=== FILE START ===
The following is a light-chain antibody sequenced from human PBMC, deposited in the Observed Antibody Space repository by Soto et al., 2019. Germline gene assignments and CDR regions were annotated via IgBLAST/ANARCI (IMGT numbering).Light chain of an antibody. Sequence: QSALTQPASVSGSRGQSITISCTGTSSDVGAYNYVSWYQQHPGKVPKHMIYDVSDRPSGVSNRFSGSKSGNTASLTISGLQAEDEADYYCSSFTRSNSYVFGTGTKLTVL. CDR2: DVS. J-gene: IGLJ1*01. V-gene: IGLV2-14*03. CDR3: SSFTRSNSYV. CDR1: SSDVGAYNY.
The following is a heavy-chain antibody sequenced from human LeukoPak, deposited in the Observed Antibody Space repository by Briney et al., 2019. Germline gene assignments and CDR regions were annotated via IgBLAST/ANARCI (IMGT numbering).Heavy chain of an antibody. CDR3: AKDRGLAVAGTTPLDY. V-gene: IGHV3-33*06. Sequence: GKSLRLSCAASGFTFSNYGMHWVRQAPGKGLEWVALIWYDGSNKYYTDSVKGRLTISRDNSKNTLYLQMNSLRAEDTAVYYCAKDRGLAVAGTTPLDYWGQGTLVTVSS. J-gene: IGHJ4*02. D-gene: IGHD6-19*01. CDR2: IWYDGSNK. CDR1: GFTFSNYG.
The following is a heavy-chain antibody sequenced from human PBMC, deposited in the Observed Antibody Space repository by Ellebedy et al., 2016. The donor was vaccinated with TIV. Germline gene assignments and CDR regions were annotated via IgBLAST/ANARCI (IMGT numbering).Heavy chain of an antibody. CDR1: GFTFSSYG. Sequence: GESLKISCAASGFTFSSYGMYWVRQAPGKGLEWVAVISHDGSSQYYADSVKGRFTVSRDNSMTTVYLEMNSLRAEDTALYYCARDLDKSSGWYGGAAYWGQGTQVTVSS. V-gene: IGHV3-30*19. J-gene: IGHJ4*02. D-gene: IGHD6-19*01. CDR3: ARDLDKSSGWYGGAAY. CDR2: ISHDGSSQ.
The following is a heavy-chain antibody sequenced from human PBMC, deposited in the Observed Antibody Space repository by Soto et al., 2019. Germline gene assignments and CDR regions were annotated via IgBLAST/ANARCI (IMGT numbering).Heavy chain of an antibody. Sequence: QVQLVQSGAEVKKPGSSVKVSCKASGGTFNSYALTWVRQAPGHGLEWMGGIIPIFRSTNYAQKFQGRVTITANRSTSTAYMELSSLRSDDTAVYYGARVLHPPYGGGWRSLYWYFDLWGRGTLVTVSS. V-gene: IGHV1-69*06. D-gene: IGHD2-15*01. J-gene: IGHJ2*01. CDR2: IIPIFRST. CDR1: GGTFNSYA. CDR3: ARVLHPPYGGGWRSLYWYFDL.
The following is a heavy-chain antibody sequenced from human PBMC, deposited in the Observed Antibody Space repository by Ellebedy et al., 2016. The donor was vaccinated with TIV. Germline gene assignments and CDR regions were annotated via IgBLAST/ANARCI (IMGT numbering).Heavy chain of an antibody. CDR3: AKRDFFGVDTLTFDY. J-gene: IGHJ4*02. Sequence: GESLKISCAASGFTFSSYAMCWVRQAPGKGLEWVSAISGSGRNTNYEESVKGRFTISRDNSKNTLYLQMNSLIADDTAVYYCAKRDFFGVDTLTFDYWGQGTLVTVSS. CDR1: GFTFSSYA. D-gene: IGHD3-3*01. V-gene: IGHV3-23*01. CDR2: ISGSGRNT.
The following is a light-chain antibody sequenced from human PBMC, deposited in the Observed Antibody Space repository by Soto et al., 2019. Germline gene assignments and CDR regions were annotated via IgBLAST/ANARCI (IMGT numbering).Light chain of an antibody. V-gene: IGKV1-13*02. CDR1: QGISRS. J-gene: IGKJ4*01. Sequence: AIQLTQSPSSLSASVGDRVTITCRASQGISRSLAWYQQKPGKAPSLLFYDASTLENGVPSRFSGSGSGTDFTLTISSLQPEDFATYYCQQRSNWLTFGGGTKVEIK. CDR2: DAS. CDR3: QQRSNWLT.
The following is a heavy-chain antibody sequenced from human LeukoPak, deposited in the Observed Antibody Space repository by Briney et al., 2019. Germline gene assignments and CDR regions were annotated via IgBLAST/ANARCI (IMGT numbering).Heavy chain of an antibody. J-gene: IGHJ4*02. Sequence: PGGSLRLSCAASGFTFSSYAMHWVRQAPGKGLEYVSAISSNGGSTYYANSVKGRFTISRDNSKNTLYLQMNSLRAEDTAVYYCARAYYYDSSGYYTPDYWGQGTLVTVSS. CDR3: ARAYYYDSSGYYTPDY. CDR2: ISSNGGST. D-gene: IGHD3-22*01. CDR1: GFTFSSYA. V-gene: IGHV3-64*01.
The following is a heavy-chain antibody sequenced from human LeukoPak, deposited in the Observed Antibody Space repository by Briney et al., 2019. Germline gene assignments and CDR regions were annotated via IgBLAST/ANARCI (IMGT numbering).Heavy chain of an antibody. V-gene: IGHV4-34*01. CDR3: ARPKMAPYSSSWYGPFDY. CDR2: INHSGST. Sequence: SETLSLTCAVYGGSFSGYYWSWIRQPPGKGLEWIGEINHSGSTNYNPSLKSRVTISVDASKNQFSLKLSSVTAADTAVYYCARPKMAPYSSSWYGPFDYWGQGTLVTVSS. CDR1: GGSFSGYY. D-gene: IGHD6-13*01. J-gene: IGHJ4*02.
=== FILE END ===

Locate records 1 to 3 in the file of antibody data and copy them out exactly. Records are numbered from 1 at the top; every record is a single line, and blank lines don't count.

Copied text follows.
The following is a light-chain antibody sequenced from human PBMC, deposited in the Observed Antibody Space repository by Soto et al., 2019. Germline gene assignments and CDR regions were annotated via IgBLAST/ANARCI (IMGT numbering).Light chain of an antibody. Sequence: QSALTQPASVSGSRGQSITISCTGTSSDVGAYNYVSWYQQHPGKVPKHMIYDVSDRPSGVSNRFSGSKSGNTASLTISGLQAEDEADYYCSSFTRSNSYVFGTGTKLTVL. CDR2: DVS. J-gene: IGLJ1*01. V-gene: IGLV2-14*03. CDR3: SSFTRSNSYV. CDR1: SSDVGAYNY.
The following is a heavy-chain antibody sequenced from human LeukoPak, deposited in the Observed Antibody Space repository by Briney et al., 2019. Germline gene assignments and CDR regions were annotated via IgBLAST/ANARCI (IMGT numbering).Heavy chain of an antibody. CDR3: AKDRGLAVAGTTPLDY. V-gene: IGHV3-33*06. Sequence: GKSLRLSCAASGFTFSNYGMHWVRQAPGKGLEWVALIWYDGSNKYYTDSVKGRLTISRDNSKNTLYLQMNSLRAEDTAVYYCAKDRGLAVAGTTPLDYWGQGTLVTVSS. J-gene: IGHJ4*02. D-gene: IGHD6-19*01. CDR2: IWYDGSNK. CDR1: GFTFSNYG.
The following is a heavy-chain antibody sequenced from human PBMC, deposited in the Observed Antibody Space repository by Ellebedy et al., 2016. The donor was vaccinated with TIV. Germline gene assignments and CDR regions were annotated via IgBLAST/ANARCI (IMGT numbering).Heavy chain of an antibody. CDR1: GFTFSSYG. Sequence: GESLKISCAASGFTFSSYGMYWVRQAPGKGLEWVAVISHDGSSQYYADSVKGRFTVSRDNSMTTVYLEMNSLRAEDTALYYCARDLDKSSGWYGGAAYWGQGTQVTVSS. V-gene: IGHV3-30*19. J-gene: IGHJ4*02. D-gene: IGHD6-19*01. CDR3: ARDLDKSSGWYGGAAY. CDR2: ISHDGSSQ.